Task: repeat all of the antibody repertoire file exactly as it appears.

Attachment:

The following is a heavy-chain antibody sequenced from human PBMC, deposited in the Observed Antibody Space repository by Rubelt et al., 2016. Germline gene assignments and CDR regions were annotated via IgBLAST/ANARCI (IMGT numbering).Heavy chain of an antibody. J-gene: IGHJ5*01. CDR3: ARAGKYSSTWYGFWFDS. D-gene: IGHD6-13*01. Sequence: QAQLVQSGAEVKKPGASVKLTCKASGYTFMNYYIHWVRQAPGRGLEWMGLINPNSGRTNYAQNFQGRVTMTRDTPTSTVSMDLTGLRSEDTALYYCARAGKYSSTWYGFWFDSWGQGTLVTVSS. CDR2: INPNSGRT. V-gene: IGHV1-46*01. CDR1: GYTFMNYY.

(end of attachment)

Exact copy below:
The following is a heavy-chain antibody sequenced from human PBMC, deposited in the Observed Antibody Space repository by Rubelt et al., 2016. Germline gene assignments and CDR regions were annotated via IgBLAST/ANARCI (IMGT numbering).Heavy chain of an antibody. J-gene: IGHJ5*01. CDR3: ARAGKYSSTWYGFWFDS. D-gene: IGHD6-13*01. Sequence: QAQLVQSGAEVKKPGASVKLTCKASGYTFMNYYIHWVRQAPGRGLEWMGLINPNSGRTNYAQNFQGRVTMTRDTPTSTVSMDLTGLRSEDTALYYCARAGKYSSTWYGFWFDSWGQGTLVTVSS. CDR2: INPNSGRT. V-gene: IGHV1-46*01. CDR1: GYTFMNYY.